Ginger & Rosa2013
Ginger & Rosa (2013)
Critic Consensus: Elle Fanning gives a terrific performance in this powerful coming-of-age tale about a pair of teenage girls whose friendship is unnerved by the threat of nuclear war.
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Critic Reviews for Ginger & Rosa
Coming from anyone else, Ginger & Rosa would be a sensitive if predictable coming-of-age tale set in the mists of the distant past. But coming from writer-director Sally Potter, it's a major surprise.
Fanning is nearly perfect as Ginger navigates choppier waters than most teens have to. There is not a false note in her performance; no matter how melodramatic things become, everything about Ginger remains genuine.
In all respects, this is the completely captivating Fanning's picture.
Audience Reviews for Ginger & Rosa
Elle Fanning's performance and Sally Potter's beautiful direction and wonderful utilization of 1960s atmosphere allows Ginger & Rosa to become more than the sum of its parts. It's a coming of age story and a period piece all rolled in to one, but more importantly its a character study that miraculously transfers the protagonist's deeply emotional internal tension to the audience with incredible power.
As corny as this may sound, Ginger(Elle Fanning) and Rosa(Alice Englert) are well-nigh impossible to separate since before they were born when their respective mothers(Christina Hendricks & Jodhi May) met in a maternity ward in 1945. Together, they confront their nuclear fears in different ways. Ginger takes to protests and meetings while Rosa finds religion. While Rosa has never really known her father, Ginger has Roland(Alessandro Nivola) as her father, as he prefers to be known to her, when he is not sleeping elsewhere which includes his boat. As Roland puts it, he refused to enter the military during World War II, and was jailed for his beliefs, the worst part being in solitary, but is too self-righteous to wonder why people did not act differently than he did. Ever since her first feature, the classic "Orlando," Sally Potter's films have sadly been a prime case of diminishing returns. With her latest, the evocative, yet flawed "Ginger & Rosa" which moves to its own syncopated rhythm to match the jazz records on the soundtrack, she arrests that trend somewhat by thoughtfully exploring the connection between the personal and the political while not being the first person to conflate nuclear family and nuclear explosions. By having another red-headed protagonist who seeks to be a poet, Potter is saying there is nothing greater to fear than being alone at a time in 1962 when the world was facing nuclear annihilation, which concerned citizens responded with protests in England. Note to self: get a jazz band for the next protest.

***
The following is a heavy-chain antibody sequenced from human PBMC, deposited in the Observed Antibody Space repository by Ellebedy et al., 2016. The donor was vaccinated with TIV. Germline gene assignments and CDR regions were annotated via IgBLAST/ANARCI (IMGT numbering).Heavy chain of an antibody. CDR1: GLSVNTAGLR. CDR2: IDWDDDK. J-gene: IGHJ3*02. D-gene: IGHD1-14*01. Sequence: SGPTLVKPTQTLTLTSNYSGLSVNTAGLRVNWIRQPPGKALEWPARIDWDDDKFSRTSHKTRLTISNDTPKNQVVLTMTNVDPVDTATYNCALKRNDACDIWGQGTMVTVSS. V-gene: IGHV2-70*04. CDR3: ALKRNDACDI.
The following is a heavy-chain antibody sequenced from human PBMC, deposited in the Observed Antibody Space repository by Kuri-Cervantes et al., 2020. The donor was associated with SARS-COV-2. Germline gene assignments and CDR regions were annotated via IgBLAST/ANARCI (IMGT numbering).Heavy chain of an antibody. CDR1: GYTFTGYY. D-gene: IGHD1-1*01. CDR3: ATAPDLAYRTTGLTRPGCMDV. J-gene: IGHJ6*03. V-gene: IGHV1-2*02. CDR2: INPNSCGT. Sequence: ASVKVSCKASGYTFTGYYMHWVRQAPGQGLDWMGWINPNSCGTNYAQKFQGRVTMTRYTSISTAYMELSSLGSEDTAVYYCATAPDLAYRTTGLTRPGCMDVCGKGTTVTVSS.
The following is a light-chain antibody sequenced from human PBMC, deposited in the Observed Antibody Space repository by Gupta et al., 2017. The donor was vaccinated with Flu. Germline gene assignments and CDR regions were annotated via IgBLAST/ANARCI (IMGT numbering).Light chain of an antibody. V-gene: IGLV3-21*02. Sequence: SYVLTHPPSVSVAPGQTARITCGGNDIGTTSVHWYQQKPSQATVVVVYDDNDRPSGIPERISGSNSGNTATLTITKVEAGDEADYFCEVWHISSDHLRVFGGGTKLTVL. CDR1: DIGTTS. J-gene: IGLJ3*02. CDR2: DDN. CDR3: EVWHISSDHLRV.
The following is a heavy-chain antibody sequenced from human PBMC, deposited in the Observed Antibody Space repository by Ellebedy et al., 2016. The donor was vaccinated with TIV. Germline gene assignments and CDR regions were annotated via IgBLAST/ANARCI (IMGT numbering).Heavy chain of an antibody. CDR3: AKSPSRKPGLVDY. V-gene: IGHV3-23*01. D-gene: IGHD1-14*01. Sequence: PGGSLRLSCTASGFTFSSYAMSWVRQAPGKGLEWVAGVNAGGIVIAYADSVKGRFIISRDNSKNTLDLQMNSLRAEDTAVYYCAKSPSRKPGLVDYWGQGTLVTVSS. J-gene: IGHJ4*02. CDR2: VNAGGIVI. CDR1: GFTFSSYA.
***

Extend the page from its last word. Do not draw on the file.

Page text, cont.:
It seems while Dakota Fanning was in the U.K filming the detestable "Now is Good", her much more talented little sister, Elle, was in the same country shooting Sally Potter's latest. It's a cliched 1960's coming of age tale which mixes the plots of "The Squid & the Whale" and this year's "Albatross" but lacks the charm of either. In recent years we've become used to seeing American movies starring Brits but here it's a reversal with most of the lead roles played by Americans. Robbie Ryan's cinematography and Fanning's performance are both commendable but otherwise there's little of interest on display.
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